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Jethro Tull - Stand Up CD (album) cover


Jethro Tull


Prog Folk

4.05 | 1452 ratings

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Hector Enrique
Prog Reviewer
4 stars Following the departure of Mick Abrahams after the release of "This Was", Ian Anderson took over the artistic and musical direction of Jethro Tull on "Stand Up", their second album. The Scotsman's intentions to expand the band's musical horizons, without abandoning their bluesy vein, lead them into folkloric experimentations with medieval reminiscences, which, combined with rock elements underpinned by the recently incorporated guitarist Martin Barre and the unmistakable sonority of Anderson's flute, delineate the beginning of the path that Jethro Tull would follow from then on.

Stand Up" develops with a more tight-knit band, starting with their original bluesy approach on the opening "A New Day Yesterday" and Barre's punchy guitar riff, and on the rhythmic "Nothing is Easy". But unlike "This Was", folk begins to occupy a preponderant place in the British proposal, as in the brief and cheerful "Jeffrey Goes to Leicester Square" and Clive Bunker's bongos, or in the beautiful acoustic ballad "Look into the Sun" or in the arpeggiated melancholy of "Reasons for Waiting". There is also room for the energy of the incipient prog rock of "Back to the Family" and the stupendous solo with which Barre adorns the confessional "We Used to Know"; and even for the adaptation of baroque music in the luminous "Bourée", taken from the German classical composer Johann S. Bach's "Suite in E Minor for Lute" with a great bass solo by Glenn Cornick and converted over the years into a fundamental piece of the band's live performances.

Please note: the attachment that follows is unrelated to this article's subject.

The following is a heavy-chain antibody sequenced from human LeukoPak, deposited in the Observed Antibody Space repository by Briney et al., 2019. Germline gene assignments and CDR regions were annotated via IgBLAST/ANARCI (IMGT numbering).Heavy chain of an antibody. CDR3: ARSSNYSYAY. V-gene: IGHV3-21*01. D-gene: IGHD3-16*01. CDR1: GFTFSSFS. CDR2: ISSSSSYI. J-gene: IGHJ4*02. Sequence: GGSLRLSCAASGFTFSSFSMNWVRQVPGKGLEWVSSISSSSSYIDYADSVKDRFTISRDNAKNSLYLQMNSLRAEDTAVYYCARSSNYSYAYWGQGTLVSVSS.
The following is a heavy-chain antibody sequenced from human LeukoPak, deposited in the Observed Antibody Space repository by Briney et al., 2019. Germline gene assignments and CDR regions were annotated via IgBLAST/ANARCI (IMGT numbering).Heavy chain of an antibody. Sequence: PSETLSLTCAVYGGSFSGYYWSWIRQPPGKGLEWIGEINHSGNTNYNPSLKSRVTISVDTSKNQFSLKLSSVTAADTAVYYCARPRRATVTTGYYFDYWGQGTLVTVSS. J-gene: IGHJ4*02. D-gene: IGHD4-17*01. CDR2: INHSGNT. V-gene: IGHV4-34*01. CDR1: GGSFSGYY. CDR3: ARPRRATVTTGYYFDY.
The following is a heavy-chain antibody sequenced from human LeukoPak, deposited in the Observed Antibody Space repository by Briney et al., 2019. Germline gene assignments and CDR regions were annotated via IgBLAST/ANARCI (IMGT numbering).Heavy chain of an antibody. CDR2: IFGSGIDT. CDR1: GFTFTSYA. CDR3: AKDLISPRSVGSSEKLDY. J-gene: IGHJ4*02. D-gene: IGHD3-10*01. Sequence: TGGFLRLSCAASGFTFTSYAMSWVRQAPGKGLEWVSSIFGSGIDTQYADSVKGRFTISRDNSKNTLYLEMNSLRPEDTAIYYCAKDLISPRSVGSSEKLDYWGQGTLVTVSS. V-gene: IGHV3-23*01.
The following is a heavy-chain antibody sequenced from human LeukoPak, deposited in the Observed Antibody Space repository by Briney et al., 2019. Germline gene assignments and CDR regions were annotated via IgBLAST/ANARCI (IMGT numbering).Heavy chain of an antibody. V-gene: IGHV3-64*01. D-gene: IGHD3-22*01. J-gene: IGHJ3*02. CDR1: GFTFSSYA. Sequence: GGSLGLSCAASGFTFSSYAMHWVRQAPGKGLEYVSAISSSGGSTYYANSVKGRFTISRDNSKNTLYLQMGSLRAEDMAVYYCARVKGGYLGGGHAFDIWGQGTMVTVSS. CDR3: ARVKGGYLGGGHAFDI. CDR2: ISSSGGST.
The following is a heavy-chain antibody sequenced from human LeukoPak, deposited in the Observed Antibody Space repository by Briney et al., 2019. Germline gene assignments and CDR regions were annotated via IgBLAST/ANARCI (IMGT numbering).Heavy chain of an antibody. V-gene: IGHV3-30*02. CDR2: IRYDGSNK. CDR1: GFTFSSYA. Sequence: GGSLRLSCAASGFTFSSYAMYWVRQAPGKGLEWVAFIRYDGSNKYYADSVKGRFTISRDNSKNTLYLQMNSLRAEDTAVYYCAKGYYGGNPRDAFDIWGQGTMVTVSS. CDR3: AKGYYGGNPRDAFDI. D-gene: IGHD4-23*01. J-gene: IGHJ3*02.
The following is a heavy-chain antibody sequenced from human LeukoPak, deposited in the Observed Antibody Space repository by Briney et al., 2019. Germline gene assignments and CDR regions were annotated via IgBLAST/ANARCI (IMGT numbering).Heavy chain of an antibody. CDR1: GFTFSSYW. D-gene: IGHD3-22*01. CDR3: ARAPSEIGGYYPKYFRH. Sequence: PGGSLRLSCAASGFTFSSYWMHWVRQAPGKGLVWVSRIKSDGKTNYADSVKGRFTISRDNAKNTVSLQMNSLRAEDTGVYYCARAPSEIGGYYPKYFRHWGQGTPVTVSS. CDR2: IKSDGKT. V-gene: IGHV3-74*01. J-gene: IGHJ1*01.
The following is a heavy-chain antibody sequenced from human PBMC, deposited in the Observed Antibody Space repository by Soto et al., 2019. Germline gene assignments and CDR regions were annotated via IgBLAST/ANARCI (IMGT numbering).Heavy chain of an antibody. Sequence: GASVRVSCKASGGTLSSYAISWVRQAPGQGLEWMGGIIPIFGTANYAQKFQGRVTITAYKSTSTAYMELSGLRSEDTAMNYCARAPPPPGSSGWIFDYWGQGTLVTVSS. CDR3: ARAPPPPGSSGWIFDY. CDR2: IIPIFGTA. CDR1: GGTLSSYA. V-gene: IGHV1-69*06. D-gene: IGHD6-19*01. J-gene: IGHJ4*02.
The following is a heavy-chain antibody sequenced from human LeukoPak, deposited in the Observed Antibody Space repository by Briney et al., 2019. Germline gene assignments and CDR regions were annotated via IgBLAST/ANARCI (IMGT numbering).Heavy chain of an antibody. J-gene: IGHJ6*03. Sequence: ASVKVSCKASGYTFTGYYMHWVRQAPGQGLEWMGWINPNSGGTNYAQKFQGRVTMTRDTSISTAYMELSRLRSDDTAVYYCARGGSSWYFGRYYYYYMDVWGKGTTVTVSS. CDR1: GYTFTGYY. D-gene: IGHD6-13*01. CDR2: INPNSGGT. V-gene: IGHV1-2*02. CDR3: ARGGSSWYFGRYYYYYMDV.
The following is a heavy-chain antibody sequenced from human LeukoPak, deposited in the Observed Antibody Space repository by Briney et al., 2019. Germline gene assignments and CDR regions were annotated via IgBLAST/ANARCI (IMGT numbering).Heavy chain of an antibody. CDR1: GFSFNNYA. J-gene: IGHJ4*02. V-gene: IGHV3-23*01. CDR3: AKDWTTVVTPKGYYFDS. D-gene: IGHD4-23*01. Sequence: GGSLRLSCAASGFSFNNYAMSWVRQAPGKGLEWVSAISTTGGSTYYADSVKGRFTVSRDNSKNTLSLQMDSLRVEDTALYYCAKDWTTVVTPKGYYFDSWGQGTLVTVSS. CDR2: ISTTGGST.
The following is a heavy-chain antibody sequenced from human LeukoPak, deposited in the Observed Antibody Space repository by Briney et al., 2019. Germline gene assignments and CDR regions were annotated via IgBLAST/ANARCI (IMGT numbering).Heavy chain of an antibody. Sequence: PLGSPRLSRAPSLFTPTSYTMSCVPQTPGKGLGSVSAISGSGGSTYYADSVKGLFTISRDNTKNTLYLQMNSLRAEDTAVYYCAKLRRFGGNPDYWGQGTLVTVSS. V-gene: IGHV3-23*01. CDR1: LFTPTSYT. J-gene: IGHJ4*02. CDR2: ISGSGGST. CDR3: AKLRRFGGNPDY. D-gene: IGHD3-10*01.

The bluesy "For a Thousand Mothers", with Anderson displaying his enormous talent and particular histrionic flute playing, omnipresent as it is throughout the album, marks the closing of "Stand Up" as much as the opening of the band's definitive stage among the greats of the progressive genre.

A couple of details of the defining "Stand Up": it was number one for over a month in the British charts in 1969, and won the award for best cover design of the year, from the renowned New Musical Express (NME).

Very good

4 stars

Hector Enrique | 4/5 |


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